Velez v. United States of America
ORDER appointing Andrew L. Frey as amicus curiae to brief and argue the position that the petitioner is not entitled to resentencing under Miller v. Alabama, 132 S. Ct. 2455 (2012) & Montgomery v. Louisiana, 136 S. Ct. 718 (2016). Andrew L Frey added. Ordered by Judge Edward R. Korman on 11/18/2016. (Schonfeld, Gabriel)
UNITED STATES DISTRICT COURT
EASTERN DISTRICT OF NEW YORK
WILSON ALEJANDRO MEJIA-VELEZ,
ORDER APPOINTING AMICUS
– against –
UNITED STATES OF AMERICA,
On March 11, 1992, Manuel de Dios, a journalist and editor of what was then New
York's largest Spanish daily publication, was shot in the head and murdered as he sat having a
drink at a Queens, New York restaurant. The evidence at trial revealed that de Dios was killed at
the insistence of the “Cali Cartel,” an association of crime families based in Cali, Colombia, that
deal in narcotics. Because of his scathing exposes on the inner workings of the cartel, de Dios
was singled out for execution. Petitioner, Wilson Alejandro Mejia-Velez—who was then
seventeen years old—committed the murder, and was convicted after a jury trial of murder for
hire. See 18 U.S.C. § 1958. On March 16, 1994, I sentenced the petitioner to life in prison.
United States v. Mejia-Velez (Mejia-Velez I), No. 1:92-cr-00963-ERK-2 (E.D.N.Y.).
The petition for a writ of habeas corpus is based on the Supreme Court’s holding in
Miller v. Alabama, 132 S. Ct. 2455 (2012), that the Eighth Amendment forbids a sentencing
scheme that mandates life imprisonment without parole for crimes committed when the
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defendant was under the age of eighteen. Subsequently, in Montgomery v. Louisiana, 136 S. Ct.
718 (2016), the Supreme Court held that Miller applied retroactively. Pursuant to these holdings,
petitioner seeks to be resentenced. Petitioner, however, was not convicted under a statute that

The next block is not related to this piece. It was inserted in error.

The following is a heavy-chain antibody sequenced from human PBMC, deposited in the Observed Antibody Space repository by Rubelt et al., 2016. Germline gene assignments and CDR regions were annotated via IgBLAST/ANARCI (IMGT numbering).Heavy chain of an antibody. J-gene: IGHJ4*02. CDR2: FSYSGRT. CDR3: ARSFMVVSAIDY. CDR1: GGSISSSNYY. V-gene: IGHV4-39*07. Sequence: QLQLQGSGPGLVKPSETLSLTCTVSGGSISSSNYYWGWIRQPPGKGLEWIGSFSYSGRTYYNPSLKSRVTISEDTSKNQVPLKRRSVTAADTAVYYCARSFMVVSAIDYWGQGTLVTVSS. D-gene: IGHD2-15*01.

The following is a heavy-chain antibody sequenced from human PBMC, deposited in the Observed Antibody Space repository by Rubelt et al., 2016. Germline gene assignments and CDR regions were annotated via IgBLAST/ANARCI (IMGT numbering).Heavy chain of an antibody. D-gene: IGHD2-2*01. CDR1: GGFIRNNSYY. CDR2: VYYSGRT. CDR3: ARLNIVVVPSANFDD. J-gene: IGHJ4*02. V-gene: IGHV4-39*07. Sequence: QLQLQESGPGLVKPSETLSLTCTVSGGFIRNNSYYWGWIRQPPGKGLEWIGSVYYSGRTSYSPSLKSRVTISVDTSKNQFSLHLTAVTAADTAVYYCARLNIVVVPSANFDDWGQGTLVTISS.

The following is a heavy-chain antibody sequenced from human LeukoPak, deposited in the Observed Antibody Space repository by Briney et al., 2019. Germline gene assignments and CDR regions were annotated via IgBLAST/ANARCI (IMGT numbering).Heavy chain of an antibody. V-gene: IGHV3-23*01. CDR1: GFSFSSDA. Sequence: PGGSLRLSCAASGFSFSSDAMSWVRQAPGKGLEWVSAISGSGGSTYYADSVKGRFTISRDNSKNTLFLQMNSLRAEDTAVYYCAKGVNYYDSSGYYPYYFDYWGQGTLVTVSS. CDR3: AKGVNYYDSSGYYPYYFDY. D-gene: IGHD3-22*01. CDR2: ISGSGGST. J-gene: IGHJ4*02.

carried a mandatory life sentence. Instead, the Sentencing Guidelines then applicable to a
violation of § 1958 provided an offense level sufficient on its own to produce a sentencing range
of life imprisonment. See U.S.S.G. §§ 2A1.1, 2E1.4 (1993). While the application of the
Guidelines was then mandatory in the sense that they had to be used to calculate the sentence to
be imposed, the Sentencing Reform Act “did not eliminate all of the district court's
discretion . . . . Acknowledging the wisdom, even the necessity, of sentencing procedures that
take into account individual circumstances, Congress allow[ed] district courts to depart from the
applicable Guideline range if ‘the court f[ound] that there exists an aggravating or mitigating
circumstance of a kind, or to a degree, not adequately taken into consideration by the Sentencing
Commission in formulating the guidelines that should result in a sentence different from that
described.’” Koon v. United States, 518 U.S. 81, 92 (1996) (quoting 18 U.S.C. § 3553(b))
(citations omitted). Indeed, in United States v. Soto—a murder case in which the base offense
level was 45, and the Guidelines custody term was life—I departed downward, and imposed a
sentence of 292 months (or 24 and a third years). No. 1:98-cr-00845-ERK-1, ECF. No. 70
(E.D.N.Y. Oct. 22, 1999).
At the time of petitioner’s sentencing, the Guidelines discouraged, but did not disallow,
downward departures based on age. Specifically, § 5H1.1 (1993) provided that “[a]ge (including
youth) is not ordinarily relevant in determining whether a sentence should be outside the
applicable guideline range.” (emphasis added). This policy statement did not preclude altogether
a downward departure based on age. As one commentator observed, “[a]lways keep in mind that
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whenever the Sentencing Commission uses the term ‘not ordinarily relevant,’ it leaves the door
open for departure arguments . . . when it can be shown that a given factor is present to an
unusual or extraordinary degree.” TONY GAROPPOLO, THE SENTENCING REFORM ACT: A GUIDE
FOR DEFENSE COUNSEL 131 (3d
ed. 2003). In fact, in 2010, the Guidelines were amended to